In autumn of 1010, Emperor Ly Thai To decided to move the capital of the kingdom to Dai La (Hanoi today) from Hoa Lu (present Ninh Binh). He was mindful that the place was an ideal location with many advantages for wet rice farming and traffic thanks to a number of waterways, especially the Red River, the backyard of Ba Vi mountain, promising the long-term prosperous development of a capital and a nation. After moving the capital and renaming it Thang Long, Ly Cong Uan ordered the construction of a citadel to protect the city. Since then, Thang Long has become the political, economic, and cultural center of the country.
When the Nguyen dynasty was established in 1802, Emperor Gia Long moved the capital to Hue. Thang Long was no longer the capital, its Chinese characters was changed from 昇龍 (“Rising dragon”) to 昇隆 (“Ascent and prosperity”), aiming to reduce the sentiment of Le Dynasty. Emperors of Vietnam usually used dragon (龍 long) as a symbol of their imperial strength, and power. In 1831, the Nguyen emperor Minh Mang renamed it Hanoi (河內, “Between Rivers” or “River Interior”). Hanoi was occupied by the French in 1873 and passed to them ten years later. As Hanoi, it was located in the protectorate of Tonkin and became the capital of French Indochina after 1887.
The city was occupied by the Imperial Japanese in 1940 and liberated in 1945, when it briefly became the seat of the Viet Minh government after Ho Chi Minh proclaimed the independence of Vietnam. However, the French returned and reoccupied the city in 1946. After nine years of fighting between the French and Viet Minh forces, Hanoi became the capital of an independent North Vietnam in 1954. The French Army withdrew that year and the People’s Army of Vietnam and International Control Commission occupied the city under the terms of the 1954 Geneva Conference. Following the end of the Vietnam and US war, Hanoi became the capital of a reunified Vietnam when North and South Vietnam were reunited on 2 July 1976.
Today, Hanoi is still a city of rivers, of which the Red River is the largest. For Hanoians, the Red River is not only a source of life, it is also a reflection of Vietnamese history and the capital city’s long prosperity. Heritage buildings such as churches, grand cathedrals, opera houses, clocks, colonial buildings, villas, museums, palaces, river ports, and iron bridges remain unchanged though some have disappeared. Many boulevards with French names have changed to Vietnamese names. Regrettably, the heritage street Bach Thai Buoi was changed to Nguyen Huu Huan alley in 1954 on the bank of Red River, but his former two-story office houses in Hang Muoi Street remain intact facing the clock with his former inland waterway port near Chuong Duong Bridge.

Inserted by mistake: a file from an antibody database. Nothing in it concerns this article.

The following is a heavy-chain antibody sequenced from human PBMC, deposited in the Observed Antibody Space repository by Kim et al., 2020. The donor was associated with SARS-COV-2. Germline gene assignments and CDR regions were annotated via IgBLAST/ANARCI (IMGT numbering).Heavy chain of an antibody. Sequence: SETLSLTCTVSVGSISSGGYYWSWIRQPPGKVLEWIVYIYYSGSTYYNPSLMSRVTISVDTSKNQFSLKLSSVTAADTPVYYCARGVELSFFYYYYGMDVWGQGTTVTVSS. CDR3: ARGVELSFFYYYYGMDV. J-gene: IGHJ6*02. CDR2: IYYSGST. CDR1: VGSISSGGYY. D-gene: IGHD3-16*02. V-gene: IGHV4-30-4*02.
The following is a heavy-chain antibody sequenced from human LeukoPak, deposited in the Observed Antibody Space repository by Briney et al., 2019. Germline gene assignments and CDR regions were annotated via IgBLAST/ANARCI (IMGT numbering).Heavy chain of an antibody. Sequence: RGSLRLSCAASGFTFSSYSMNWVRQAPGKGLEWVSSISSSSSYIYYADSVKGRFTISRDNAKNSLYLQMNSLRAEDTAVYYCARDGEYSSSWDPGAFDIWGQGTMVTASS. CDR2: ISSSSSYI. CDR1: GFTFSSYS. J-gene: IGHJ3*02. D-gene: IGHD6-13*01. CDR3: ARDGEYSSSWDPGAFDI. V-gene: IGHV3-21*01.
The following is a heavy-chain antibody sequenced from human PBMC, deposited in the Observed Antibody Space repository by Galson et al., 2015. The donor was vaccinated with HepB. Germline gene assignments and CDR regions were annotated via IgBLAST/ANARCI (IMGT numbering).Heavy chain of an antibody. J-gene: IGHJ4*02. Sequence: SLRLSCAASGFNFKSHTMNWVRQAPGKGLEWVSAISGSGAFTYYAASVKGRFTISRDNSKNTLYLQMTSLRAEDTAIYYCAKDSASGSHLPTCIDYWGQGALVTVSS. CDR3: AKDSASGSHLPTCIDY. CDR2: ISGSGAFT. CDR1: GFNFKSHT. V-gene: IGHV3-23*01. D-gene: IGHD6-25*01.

High-rise buildings are rare in this city which is striving to retain its character. Grand colonial buildings, tranquil lakes, and a maze of narrow streets provide intriguing contrasts. Hanoi is an elegant city with tranquil Hoan Kiem Lake (Grand Lac on postcards) at its heart. North of the lake are the bustling 36 guild streets of the Old Quarter, each street named after the trade that used to take place there. Hanoi is truly a city of contrasts with areas of wide boulevards and large colonial buildings, reflecting its period as a French Protectorate, and other areas truly Vietnamese with a muddle of narrow streets which bustle from dawn to dusk.
Similarly to the guilded age of Europe, “Hanoi’s 36 districts” is Vietnam’s version of the guild concept. In the past, as artisans moved to the capital city to do business, they gathered together in this area to share the resources and built communal houses and their temples. As a result, many of the streets were named after the crafts sold at that individual street. Pho Hang Muoi (Rue du Sel or Salt Street), Pho Hang Bun (Vermicelli), Pho Hang Ma (Paper Product), Pho Hang Bac (Silver), Pho Hang Non (palm-leaf conical hat), … are examples of the streets carrying the name of the products sold there. Explore my rich collection of postcards about Hanoi’s old guild streets and iconic buildings of the capital of Indochina and now the heart of Vietnam.